Thranduil’s palace was a great cave. Smaller caves opened out of it on every side, and the large cave itself wound downward, deeply into the earth. There were many rooms and passages, the walls delicately carved with likenesses of trees and flowers, vines and birds. Most of the Wood Elves lived in houses outside the palace, some nestled in the great beech trees. The cave contained many storehouses, treasure houses, and dungeons. And it was here that they dragged Thorin, who might have enjoyed gazing at the beauty of the stone and carvings at some other time under other circumstances.
The Elves brought him before Thranduil and removed the spell from him and the Dwarf glared up at the Elf king. He muttered under his breath. He didn’t like this particular Elf king one bit. He knew all the old grievances that his folk harbored against him and this appalling treatment didn’t do anything to change his assessment of Thranduil.
“I thought that Elves didn’t like caves.” He muttered.
Thranduil stared down at him, frowning. Behind him stood his three sons, two looking at him as fiercely as their father. The third’s expression was carefully blank.
Thorin stared back. He glared at the king and his sons. Two of them he recognized from the night before, but not the third. Though he seemed familiar somehow.
“What are you doing in Mirkwood Forest?” Thranduil asked abruptly.
“We were starving and looking for food.” He answered stubbornly, his eyebrows knit.
“How many of you are there?”
“We were starving and looking for food.”
“What have you come for?”
“We are starving and looking for food.”
Aralith giggled slightly and looked away. Celebross shot him a glance that silenced him.
Thranduil felt frustration building. He looked to Legolas who deftly avoided his eyes.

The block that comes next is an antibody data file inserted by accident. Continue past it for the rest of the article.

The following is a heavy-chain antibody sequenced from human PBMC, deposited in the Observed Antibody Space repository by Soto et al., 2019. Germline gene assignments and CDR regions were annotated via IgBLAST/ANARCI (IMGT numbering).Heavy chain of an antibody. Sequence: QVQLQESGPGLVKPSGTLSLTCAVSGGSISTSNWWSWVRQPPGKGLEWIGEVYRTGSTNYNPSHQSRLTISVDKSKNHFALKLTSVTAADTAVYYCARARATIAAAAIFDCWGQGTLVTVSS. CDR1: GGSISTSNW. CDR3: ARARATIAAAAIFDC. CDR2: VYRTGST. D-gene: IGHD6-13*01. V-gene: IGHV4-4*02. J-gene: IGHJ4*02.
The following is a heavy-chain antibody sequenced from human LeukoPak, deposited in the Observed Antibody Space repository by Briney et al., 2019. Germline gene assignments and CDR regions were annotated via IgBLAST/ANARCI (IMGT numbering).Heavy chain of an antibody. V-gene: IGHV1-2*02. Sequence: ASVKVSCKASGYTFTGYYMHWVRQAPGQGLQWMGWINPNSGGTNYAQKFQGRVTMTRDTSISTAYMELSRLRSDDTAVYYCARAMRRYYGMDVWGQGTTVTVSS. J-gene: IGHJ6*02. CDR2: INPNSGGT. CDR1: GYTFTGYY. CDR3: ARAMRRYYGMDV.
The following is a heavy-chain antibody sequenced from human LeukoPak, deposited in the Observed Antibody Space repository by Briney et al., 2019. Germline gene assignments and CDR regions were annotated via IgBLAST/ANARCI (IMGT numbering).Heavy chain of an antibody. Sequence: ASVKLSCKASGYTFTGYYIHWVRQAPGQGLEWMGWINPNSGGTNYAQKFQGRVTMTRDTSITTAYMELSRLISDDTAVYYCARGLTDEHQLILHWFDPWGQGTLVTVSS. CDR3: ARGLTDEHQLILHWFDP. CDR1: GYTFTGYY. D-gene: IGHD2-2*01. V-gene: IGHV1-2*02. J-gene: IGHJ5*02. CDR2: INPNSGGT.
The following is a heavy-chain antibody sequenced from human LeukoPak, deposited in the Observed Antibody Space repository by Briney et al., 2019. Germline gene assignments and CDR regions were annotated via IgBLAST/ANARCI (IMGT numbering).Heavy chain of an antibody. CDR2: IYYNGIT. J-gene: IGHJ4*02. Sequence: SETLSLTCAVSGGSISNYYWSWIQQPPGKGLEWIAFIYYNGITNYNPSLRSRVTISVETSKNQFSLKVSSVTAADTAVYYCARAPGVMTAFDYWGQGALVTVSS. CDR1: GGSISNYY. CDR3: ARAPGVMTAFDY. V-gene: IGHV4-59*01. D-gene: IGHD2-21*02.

“How many of you are there in my forest?” He asked quietly, turning to the Dwarf once more.
“We were starving and looking for food.”
Thranduil drew a deep breath. His patience was beginning to wear thin. So he tried a different question.
“Why did you and your folk three times try to attack my people at their merrymaking?”
“We did not attack them.” Thorin answered “We came to beg, because we were starving. Attack them indeed.”
“Where are your friends now, and what are they doing?”
“I don’t know, but I expect starving in the forest.”
Legolas thought he heard a quiet voice drift from somewhere behind him: “I told you we should have given them food.”
“Shut up, Brethil.” Another voice hissed.
Thranduil turned to look at him again, and Legolas looked away, gazing intently at the ceiling.
“What were you doing in the forest?”
“Looking for food and drink, because we were starving.”
“But what brought you to the forest at all?!” Thranduil roared.
Thorin stuck out his bottom lip, folded his arms across his chest, and glared up at the Elf king. He would say no more.
“Very well! Take him away and keep him safe, until he feels inclined to tell the truth, even if he waits a hundred years.”
“That’s not very long.” The quiet voice said.
“Shut up, Brethil!”
Thorin glared at the king and his sons as thongs were tied around his wrists. But just before they lead him away, he turned back to them and stared at Legolas, a wicked gleam in his eyes.
“I recognize you now.” He said. “You’re Gloin’s beautiful Elf maiden dressed all in sparkly green with hair like spun gold, carrying a wreath of flowers.” And then amazingly he laughed.
Legolas’ face reddened and he stared at the Dwarf in confusion and embarrassment.
“What is he talking about?” Aralith asked, turning to his brother.
“I know now. I don’t think I want to know.” he muttered, shifting uneasily.
But the Dwarf laughed all the way to the dungeon.
This is a work of fan fiction, written because the author has an abiding love for the works of J R R Tolkien. The characters, settings, places, and languages used in this work are the property of the Tolkien Estate, Tolkien Enterprises, and possibly New Line Cinema, except for certain original characters who belong to the author of the said work. The author will not receive any money or other remuneration for presenting the work on this archive site. The work is the intellectual property of the author, is available solely for the enjoyment of Henneth Annûn Story Archive readers, and may not be copied or redistributed by any means without the explicit written consent of the author.